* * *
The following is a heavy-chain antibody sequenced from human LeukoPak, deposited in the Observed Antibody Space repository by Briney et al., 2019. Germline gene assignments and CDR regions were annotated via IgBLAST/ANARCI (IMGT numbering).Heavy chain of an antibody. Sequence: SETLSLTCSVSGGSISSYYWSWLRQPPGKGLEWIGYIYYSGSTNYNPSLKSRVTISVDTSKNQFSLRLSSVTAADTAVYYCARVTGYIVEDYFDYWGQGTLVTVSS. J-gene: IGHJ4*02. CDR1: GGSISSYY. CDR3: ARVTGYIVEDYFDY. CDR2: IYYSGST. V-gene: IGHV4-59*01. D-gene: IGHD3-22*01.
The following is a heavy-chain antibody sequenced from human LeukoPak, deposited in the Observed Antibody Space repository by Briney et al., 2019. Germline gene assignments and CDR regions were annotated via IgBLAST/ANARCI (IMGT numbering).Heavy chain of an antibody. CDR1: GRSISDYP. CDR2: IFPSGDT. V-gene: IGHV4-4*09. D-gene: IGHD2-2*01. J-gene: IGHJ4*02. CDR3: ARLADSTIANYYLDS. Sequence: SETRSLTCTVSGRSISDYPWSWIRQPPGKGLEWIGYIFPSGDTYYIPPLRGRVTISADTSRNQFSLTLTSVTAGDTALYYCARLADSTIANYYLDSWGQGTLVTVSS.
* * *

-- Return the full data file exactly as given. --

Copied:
The following is a heavy-chain antibody sequenced from human LeukoPak, deposited in the Observed Antibody Space repository by Briney et al., 2019. Germline gene assignments and CDR regions were annotated via IgBLAST/ANARCI (IMGT numbering).Heavy chain of an antibody. Sequence: SETLSLTCSVSGGSISSYYWSWLRQPPGKGLEWIGYIYYSGSTNYNPSLKSRVTISVDTSKNQFSLRLSSVTAADTAVYYCARVTGYIVEDYFDYWGQGTLVTVSS. J-gene: IGHJ4*02. CDR1: GGSISSYY. CDR3: ARVTGYIVEDYFDY. CDR2: IYYSGST. V-gene: IGHV4-59*01. D-gene: IGHD3-22*01.
The following is a heavy-chain antibody sequenced from human LeukoPak, deposited in the Observed Antibody Space repository by Briney et al., 2019. Germline gene assignments and CDR regions were annotated via IgBLAST/ANARCI (IMGT numbering).Heavy chain of an antibody. CDR1: GRSISDYP. CDR2: IFPSGDT. V-gene: IGHV4-4*09. D-gene: IGHD2-2*01. J-gene: IGHJ4*02. CDR3: ARLADSTIANYYLDS. Sequence: SETRSLTCTVSGRSISDYPWSWIRQPPGKGLEWIGYIFPSGDTYYIPPLRGRVTISADTSRNQFSLTLTSVTAGDTALYYCARLADSTIANYYLDSWGQGTLVTVSS.